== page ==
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this or that, often act like an inward slow-corroding canker in the minds of some who have never read or heard anything distinct on the subject; and who, for that very reason, are apt to imagine these objections, &c., to be much more formidable than they really are. For there are people of perverse mind, who, really possessing both learning and ingenuity, will employ these to dress up in a plausible form something which is, in truth, perfectly silly: and the degree to which this is sometimes done, is what no one can easily conceive without actual experience and examination.

'It is, therefore, often useful, in dealing even with the unlearned, to take notice of groundless and fanciful theories and interpretations, contained in books which probably most of them will never see, and which some of them perhaps will never even hear of; because many persons are a good deal influenced by reports, and obscure rumours, of the opinions of some supposed learned man, without knowing distinctly what they are; and are likely to be made uneasy and distrustful by being assured that this or that has been disputed, and so and so maintained, by some person of superior knowledge and talents, who has proceeded on 'rational' grounds; when, perhaps, they themselves are qualified by their own plain sense to perceive how er-rational these fanciful notions are, and to form a right judgment on the matters in question.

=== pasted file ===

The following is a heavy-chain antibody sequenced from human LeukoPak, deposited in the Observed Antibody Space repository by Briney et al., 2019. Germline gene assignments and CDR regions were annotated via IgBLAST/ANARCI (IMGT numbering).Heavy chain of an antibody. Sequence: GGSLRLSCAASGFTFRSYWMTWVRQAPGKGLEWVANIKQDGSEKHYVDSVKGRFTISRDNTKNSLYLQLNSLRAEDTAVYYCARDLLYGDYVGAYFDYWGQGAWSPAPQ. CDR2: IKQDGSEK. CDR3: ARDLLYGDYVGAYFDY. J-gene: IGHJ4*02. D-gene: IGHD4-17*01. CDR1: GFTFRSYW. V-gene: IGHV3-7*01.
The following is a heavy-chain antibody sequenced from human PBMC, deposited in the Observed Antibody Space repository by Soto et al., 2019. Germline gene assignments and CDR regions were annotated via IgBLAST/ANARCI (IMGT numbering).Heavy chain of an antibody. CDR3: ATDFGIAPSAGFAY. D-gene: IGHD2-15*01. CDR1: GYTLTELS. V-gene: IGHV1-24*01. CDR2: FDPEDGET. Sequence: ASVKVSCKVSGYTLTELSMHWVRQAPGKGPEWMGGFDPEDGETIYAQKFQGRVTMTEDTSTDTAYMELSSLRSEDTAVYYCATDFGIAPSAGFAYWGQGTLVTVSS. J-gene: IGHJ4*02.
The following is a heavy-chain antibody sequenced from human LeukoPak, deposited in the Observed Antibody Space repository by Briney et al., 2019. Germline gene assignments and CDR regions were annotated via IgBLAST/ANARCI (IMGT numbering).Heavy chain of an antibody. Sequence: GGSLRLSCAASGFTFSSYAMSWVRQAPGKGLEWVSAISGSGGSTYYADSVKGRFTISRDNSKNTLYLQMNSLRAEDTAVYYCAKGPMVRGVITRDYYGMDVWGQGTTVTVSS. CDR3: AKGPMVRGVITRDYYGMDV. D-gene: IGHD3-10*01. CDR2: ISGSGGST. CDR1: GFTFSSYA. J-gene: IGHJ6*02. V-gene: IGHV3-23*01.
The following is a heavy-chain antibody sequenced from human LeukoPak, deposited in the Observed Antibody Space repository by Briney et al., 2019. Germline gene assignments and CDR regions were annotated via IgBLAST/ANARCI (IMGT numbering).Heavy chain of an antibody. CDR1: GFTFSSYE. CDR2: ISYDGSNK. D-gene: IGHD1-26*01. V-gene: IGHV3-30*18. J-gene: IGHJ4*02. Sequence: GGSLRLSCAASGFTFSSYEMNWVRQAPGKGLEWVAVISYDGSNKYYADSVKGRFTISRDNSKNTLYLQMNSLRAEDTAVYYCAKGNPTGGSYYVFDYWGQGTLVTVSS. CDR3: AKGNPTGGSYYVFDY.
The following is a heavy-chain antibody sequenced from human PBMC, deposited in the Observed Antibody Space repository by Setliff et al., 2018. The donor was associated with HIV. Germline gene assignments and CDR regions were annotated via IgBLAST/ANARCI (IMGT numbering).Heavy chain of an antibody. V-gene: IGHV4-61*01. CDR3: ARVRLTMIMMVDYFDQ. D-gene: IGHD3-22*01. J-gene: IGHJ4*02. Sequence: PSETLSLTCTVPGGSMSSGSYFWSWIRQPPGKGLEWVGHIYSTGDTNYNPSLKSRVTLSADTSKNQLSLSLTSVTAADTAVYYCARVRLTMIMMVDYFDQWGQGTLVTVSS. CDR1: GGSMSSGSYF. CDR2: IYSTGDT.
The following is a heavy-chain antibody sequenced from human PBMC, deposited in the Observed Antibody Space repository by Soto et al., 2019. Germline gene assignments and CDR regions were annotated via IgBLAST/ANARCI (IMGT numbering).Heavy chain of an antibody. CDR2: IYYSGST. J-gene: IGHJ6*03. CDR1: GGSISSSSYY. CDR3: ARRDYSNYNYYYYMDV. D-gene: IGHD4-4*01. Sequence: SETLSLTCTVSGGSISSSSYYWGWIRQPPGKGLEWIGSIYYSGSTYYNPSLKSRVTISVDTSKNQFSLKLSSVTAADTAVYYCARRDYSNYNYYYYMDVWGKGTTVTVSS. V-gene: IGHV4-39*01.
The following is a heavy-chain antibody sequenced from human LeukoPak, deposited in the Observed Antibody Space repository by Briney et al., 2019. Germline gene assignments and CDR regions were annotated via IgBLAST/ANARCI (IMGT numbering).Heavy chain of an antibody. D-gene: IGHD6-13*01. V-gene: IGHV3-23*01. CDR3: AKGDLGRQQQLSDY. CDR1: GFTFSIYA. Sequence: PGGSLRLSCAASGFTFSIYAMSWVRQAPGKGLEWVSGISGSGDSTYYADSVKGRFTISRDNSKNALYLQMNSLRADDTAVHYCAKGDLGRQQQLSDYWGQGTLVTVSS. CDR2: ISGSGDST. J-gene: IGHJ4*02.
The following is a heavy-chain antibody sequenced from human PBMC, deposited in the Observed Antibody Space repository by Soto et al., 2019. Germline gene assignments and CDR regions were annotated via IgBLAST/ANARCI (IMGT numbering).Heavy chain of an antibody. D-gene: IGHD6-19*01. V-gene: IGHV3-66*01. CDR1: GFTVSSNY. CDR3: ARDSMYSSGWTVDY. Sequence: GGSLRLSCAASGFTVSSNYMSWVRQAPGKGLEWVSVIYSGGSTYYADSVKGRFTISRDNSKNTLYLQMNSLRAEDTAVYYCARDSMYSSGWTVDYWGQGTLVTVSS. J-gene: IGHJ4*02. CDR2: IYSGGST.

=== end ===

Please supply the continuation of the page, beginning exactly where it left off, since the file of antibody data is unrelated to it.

'Suppose you were startled in a dark night by something that looked like a spectre in a winding-sheet,—would not he who should bring a lantern, and show you that it was nothing but a white cloth hanging on a bush, give you far betteu encouragement than he who merely exhorted you to 'look another way, keep up your heart, whistle, and pass on ?''

No avowedly antichristian advocate is half so dangerous as those professed believers who deprecate and deride all study of evidence,—all endeavour to 'prove all things, and hold fast that which is good,' and to be always 'ready t» give a reason of the Lope that is in us.'1

1 See Elements of I-mgic, Appendix iii.

ESSAY XXXII. OF DISCOURSE.

SOME in their discourse desire rather commendation of wit, in being able to hold all arguments, than of judgment, in discerning what is true; as if it were a praise to know what might be said, and not what should be thought. Some have certain commonplaces and themes, wherein they are good, and want variety; which kind of poverty is for the most part tedious, and, when it is once perceived, ridiculous. The honourablest part of the talk is to give the occasion; and again to moderate,1 and pass to somewhat else; for then a man leads the dance. It is good in discourse, and speech of conversation, to vary, and intermingle speech of the present occasion with arguments, tales with reasons, asking of questions with telling of opinions, and jest with earnest; for it is a dull thing to tire, and as we say now, to jade2 anything too far. As for jest there be certain things which ought to be privileged from it—namely, reb'gion, matters of state, great persons, any man's present business of importance, and any case that deserveth pity; yet there be some that think their wits have been asleep, except they dart out somewhat that is piquant, and ,to the quick—that is a vein which would be bridled:—

'Paree puer stimuli?, et fortius utere loris,'J